Dear Member

April is usually the time when temperatures are high enough, and there is forage around, for a first inspection to be less disruptive to the bees, but with a warm dry February and then some high temperatures in March it seems that many colonies are already building up strongly and we can anticipate an early swarming season as a result. Apparently Winnie the Pooh made the very apt remark that “you can never tell with bees”- something that anyone who has ever kept bees will concur with.

Read more: April 2019

Dear Member

Towards the end of this month, if the weather starts to warm up, you should start to see your bees bringing in pollen. The flowers they will be foraging from at this time of year are crocus, snowdrops, helebore, mahonia and pussy willow. It is a good idea to have some of these planted in the vicinity of your hives as while the weather is still cool, the bees cannot fly too far, about 100 yards maximum, before getting chilled and then they are unable to fly back to the hive. They won’t be bringing nectar in until the temperatures get to around 15degrees C, so keep hefting your hives and feed fondant if necessary.

Read more: February 2019

Dear Member

Happy New year to you and your family (and your bees!). Let us hope that 2019 is a good year for bees and their other pollinating buddies and that we beekeepers get a good honey harvest as a bonus.

Read more: January 2019

Dear Member

At our November meeting Margaret Murdin gave an impassioned talk about the Asian Hornet and the threat it poses not only to beekeepers but to pollinators in general. Apparently in France it is estimated to have decimated the pollinator population by 30%. You can imagine the impact this will have on agriculture and the general economy, so she says the UK government has committed to a policy of total eradication of this non-native species. She outlined the panoply of agencies that come into play when a sighting of an Asian Hornet is confirmed, but essentially it will be down to the team of bee inspectors to do the detective work in finding and destroying nests.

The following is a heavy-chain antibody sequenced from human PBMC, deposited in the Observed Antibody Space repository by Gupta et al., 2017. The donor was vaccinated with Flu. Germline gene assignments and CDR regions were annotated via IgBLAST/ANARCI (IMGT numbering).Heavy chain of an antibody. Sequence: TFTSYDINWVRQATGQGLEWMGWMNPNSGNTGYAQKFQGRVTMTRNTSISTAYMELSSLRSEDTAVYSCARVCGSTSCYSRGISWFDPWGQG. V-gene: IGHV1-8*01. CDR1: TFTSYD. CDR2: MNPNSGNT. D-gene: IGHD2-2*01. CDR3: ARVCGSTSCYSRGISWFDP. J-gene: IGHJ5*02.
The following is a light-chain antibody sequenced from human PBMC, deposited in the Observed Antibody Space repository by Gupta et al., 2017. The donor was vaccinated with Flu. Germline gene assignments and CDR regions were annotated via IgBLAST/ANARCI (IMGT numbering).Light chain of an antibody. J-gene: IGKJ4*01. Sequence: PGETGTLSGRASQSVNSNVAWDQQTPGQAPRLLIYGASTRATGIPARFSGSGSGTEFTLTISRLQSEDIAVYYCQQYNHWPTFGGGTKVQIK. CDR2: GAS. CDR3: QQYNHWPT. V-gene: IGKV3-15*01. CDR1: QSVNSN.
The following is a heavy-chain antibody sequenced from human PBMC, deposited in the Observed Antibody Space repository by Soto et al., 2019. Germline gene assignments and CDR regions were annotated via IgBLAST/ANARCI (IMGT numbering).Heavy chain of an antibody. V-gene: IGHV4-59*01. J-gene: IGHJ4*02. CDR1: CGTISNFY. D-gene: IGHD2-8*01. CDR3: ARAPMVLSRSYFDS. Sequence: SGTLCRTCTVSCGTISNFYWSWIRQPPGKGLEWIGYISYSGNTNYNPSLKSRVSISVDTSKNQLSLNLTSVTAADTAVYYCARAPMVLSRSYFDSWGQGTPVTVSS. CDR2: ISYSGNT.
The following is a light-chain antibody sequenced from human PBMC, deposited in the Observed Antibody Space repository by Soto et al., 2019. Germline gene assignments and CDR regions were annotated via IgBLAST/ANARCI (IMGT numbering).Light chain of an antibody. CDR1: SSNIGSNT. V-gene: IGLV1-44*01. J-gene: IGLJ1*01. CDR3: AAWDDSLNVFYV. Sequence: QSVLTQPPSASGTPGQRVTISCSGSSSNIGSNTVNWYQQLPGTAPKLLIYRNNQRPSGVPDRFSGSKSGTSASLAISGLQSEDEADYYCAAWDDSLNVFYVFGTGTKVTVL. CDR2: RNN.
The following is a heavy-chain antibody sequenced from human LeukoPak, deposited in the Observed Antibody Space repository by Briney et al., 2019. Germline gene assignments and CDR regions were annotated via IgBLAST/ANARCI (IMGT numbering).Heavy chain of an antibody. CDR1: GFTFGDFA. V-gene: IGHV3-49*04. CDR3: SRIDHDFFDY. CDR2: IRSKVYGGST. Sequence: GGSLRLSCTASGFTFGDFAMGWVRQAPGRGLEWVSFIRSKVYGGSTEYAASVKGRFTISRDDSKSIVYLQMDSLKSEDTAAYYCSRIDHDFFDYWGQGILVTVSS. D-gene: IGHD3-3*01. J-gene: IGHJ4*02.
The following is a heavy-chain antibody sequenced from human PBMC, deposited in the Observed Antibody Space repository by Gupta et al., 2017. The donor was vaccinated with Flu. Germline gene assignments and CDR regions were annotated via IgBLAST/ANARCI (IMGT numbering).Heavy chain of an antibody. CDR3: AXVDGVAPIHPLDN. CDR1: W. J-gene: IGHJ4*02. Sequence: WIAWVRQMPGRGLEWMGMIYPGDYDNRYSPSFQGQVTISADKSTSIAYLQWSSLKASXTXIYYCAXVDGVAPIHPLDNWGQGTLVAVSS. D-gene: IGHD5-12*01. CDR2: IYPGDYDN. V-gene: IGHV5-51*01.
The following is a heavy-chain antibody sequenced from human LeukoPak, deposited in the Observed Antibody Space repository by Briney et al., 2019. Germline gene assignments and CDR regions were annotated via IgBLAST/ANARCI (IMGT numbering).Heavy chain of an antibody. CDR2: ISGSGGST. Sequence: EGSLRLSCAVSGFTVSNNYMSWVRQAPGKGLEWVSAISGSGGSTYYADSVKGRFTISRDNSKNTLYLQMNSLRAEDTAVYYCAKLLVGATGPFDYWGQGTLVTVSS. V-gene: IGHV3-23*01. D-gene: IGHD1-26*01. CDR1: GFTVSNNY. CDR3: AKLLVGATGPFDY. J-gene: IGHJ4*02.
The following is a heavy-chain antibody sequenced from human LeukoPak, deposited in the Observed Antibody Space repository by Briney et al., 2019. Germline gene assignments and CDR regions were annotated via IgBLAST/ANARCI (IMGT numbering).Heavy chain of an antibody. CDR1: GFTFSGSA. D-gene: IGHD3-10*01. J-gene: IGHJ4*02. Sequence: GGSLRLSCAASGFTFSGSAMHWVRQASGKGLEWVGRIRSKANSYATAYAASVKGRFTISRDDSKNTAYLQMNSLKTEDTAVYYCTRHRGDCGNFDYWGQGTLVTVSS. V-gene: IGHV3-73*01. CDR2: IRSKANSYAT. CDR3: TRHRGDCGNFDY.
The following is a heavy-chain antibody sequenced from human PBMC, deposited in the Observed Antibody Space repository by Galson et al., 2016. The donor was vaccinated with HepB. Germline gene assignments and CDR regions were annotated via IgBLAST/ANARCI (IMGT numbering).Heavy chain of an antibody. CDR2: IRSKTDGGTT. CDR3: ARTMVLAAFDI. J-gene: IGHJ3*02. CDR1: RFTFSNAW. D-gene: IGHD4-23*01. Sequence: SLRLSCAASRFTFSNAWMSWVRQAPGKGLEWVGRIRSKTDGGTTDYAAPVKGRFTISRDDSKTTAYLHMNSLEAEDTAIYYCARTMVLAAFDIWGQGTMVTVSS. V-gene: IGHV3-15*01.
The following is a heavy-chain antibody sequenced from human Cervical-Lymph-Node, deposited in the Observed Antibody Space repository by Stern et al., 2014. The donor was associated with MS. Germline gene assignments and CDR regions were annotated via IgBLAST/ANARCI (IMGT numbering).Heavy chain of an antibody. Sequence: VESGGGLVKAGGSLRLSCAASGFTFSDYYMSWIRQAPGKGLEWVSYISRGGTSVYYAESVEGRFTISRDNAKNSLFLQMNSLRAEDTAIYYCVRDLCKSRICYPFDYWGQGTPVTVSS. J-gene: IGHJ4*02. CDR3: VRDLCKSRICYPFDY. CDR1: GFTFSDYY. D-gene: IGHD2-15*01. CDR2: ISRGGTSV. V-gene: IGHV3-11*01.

Read more: December 2018

BeeBase

Beebase News Web feed
  • Asian hornet confirmed in the Ascot area of Berkshire
    08 October 2021
    A beekeeper in the Ascot area of Berkshire filmed live insects near a hive, photographed a dead Vespa velutina and reported the sighting using the using the ‘Asian hornet Watch' app.

    Further information regarding the Asian hornet can be found on our Asian hornet page of BeeBase and on Defra's news page. Please direct all media enquiries to the Defra Press Office: 0330 0416560
  • Implementation Plan Published
    04 October 2021
    A new implementation plan has been published which sets out how Defra and the Welsh Government will work together with stakeholders to deliver the Healthy Bees Plan 2030 to improve honey bee health and husbandry in England & Wales.

    More than fifty actions have been developed in partnership with industry and stakeholders for beekeepers, bee farmers, bee associations and government to work on together, to protect honey bees from a variety of pests, diseases and environmental threats over the next 10 years.

    Healthy Bees Plan 2030 Implementation 

    Healthy Bees Plan 2030 Implementation - Welsh Version


  • Seasonal Bee Inspector (SBI) vacancy
    23 September 2021
    The National Bee Unit currently has a Seasonal Bee Inspector (SBI) vacancy advertised in:

    •  East England: Norfolk.
    •  North West England: West Yorkshire.
    •  North East Wales: Flintshire, Denbighshire & Wrexham.
    •  Mid-South Wales: Swansea, Neath Port Talbot, Rhondda Cynon Taf, Merthyr Tydfil.

    If you are interested in applying for these jobs, full details can be found on Civil Service Jobs 


    If you have any questions regarding the position, please contact the Regional Bee Inspector for the area.